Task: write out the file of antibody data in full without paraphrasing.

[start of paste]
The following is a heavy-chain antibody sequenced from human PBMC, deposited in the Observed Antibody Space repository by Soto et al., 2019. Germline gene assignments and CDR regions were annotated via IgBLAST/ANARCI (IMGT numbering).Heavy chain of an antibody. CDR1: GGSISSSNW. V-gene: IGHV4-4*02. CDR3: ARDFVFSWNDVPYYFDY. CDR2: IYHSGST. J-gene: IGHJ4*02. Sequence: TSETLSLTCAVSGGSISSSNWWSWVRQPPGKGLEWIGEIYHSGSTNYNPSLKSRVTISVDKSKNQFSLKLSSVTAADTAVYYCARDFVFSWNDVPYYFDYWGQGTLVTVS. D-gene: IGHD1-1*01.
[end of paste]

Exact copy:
The following is a heavy-chain antibody sequenced from human PBMC, deposited in the Observed Antibody Space repository by Soto et al., 2019. Germline gene assignments and CDR regions were annotated via IgBLAST/ANARCI (IMGT numbering).Heavy chain of an antibody. CDR1: GGSISSSNW. V-gene: IGHV4-4*02. CDR3: ARDFVFSWNDVPYYFDY. CDR2: IYHSGST. J-gene: IGHJ4*02. Sequence: TSETLSLTCAVSGGSISSSNWWSWVRQPPGKGLEWIGEIYHSGSTNYNPSLKSRVTISVDKSKNQFSLKLSSVTAADTAVYYCARDFVFSWNDVPYYFDYWGQGTLVTVS. D-gene: IGHD1-1*01.